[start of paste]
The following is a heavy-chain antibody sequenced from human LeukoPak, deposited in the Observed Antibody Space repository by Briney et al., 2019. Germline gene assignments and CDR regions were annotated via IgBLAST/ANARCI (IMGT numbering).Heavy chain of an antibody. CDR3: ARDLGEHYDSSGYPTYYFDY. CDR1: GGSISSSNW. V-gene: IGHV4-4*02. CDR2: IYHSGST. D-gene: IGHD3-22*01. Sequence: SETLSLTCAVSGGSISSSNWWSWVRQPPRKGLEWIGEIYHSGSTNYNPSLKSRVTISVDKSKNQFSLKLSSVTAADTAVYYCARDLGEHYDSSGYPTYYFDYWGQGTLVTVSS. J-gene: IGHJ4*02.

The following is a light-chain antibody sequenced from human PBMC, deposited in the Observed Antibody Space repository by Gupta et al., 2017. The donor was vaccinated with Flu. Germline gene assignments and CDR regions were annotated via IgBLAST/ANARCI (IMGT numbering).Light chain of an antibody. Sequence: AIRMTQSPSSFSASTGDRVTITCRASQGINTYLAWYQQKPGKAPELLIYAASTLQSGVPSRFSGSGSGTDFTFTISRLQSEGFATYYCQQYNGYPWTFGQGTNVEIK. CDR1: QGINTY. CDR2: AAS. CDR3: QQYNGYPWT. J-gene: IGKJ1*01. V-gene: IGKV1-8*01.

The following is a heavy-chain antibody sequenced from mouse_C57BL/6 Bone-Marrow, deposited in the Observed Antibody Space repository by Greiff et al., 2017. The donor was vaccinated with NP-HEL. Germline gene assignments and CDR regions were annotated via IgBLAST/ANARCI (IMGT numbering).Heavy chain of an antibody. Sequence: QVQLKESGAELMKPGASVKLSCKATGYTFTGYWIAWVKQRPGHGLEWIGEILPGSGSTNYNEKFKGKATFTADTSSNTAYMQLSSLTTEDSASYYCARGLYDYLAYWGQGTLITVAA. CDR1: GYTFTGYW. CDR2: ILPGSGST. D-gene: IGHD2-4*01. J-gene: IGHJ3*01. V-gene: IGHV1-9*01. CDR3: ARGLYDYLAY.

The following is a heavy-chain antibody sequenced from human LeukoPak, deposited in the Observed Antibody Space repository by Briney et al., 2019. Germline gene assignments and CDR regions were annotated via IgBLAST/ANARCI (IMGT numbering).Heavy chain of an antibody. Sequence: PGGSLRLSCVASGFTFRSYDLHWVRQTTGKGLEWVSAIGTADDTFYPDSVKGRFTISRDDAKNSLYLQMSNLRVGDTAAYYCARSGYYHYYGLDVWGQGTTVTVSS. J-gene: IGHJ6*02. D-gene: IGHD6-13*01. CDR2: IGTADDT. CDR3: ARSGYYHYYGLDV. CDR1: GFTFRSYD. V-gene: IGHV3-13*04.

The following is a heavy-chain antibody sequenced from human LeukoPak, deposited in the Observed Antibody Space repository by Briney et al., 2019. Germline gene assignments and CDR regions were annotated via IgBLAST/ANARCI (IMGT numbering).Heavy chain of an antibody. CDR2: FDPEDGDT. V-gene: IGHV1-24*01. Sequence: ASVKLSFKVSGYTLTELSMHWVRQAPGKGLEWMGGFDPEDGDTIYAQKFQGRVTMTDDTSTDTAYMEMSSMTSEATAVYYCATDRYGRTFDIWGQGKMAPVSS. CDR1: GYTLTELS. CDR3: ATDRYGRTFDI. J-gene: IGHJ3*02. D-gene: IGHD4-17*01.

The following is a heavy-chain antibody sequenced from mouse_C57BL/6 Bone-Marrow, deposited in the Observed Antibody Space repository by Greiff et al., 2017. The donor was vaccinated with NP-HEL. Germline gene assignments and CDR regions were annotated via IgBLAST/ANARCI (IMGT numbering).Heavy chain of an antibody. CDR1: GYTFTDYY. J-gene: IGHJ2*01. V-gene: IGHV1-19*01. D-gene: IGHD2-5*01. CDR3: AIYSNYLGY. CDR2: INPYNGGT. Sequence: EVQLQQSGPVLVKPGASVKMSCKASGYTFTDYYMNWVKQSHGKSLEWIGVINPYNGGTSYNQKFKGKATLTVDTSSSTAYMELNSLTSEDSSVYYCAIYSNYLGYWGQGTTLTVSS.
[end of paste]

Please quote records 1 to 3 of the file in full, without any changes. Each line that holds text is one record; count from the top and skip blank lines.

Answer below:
The following is a heavy-chain antibody sequenced from human LeukoPak, deposited in the Observed Antibody Space repository by Briney et al., 2019. Germline gene assignments and CDR regions were annotated via IgBLAST/ANARCI (IMGT numbering).Heavy chain of an antibody. CDR3: ARDLGEHYDSSGYPTYYFDY. CDR1: GGSISSSNW. V-gene: IGHV4-4*02. CDR2: IYHSGST. D-gene: IGHD3-22*01. Sequence: SETLSLTCAVSGGSISSSNWWSWVRQPPRKGLEWIGEIYHSGSTNYNPSLKSRVTISVDKSKNQFSLKLSSVTAADTAVYYCARDLGEHYDSSGYPTYYFDYWGQGTLVTVSS. J-gene: IGHJ4*02.

The following is a light-chain antibody sequenced from human PBMC, deposited in the Observed Antibody Space repository by Gupta et al., 2017. The donor was vaccinated with Flu. Germline gene assignments and CDR regions were annotated via IgBLAST/ANARCI (IMGT numbering).Light chain of an antibody. Sequence: AIRMTQSPSSFSASTGDRVTITCRASQGINTYLAWYQQKPGKAPELLIYAASTLQSGVPSRFSGSGSGTDFTFTISRLQSEGFATYYCQQYNGYPWTFGQGTNVEIK. CDR1: QGINTY. CDR2: AAS. CDR3: QQYNGYPWT. J-gene: IGKJ1*01. V-gene: IGKV1-8*01.

The following is a heavy-chain antibody sequenced from mouse_C57BL/6 Bone-Marrow, deposited in the Observed Antibody Space repository by Greiff et al., 2017. The donor was vaccinated with NP-HEL. Germline gene assignments and CDR regions were annotated via IgBLAST/ANARCI (IMGT numbering).Heavy chain of an antibody. Sequence: QVQLKESGAELMKPGASVKLSCKATGYTFTGYWIAWVKQRPGHGLEWIGEILPGSGSTNYNEKFKGKATFTADTSSNTAYMQLSSLTTEDSASYYCARGLYDYLAYWGQGTLITVAA. CDR1: GYTFTGYW. CDR2: ILPGSGST. D-gene: IGHD2-4*01. J-gene: IGHJ3*01. V-gene: IGHV1-9*01. CDR3: ARGLYDYLAY.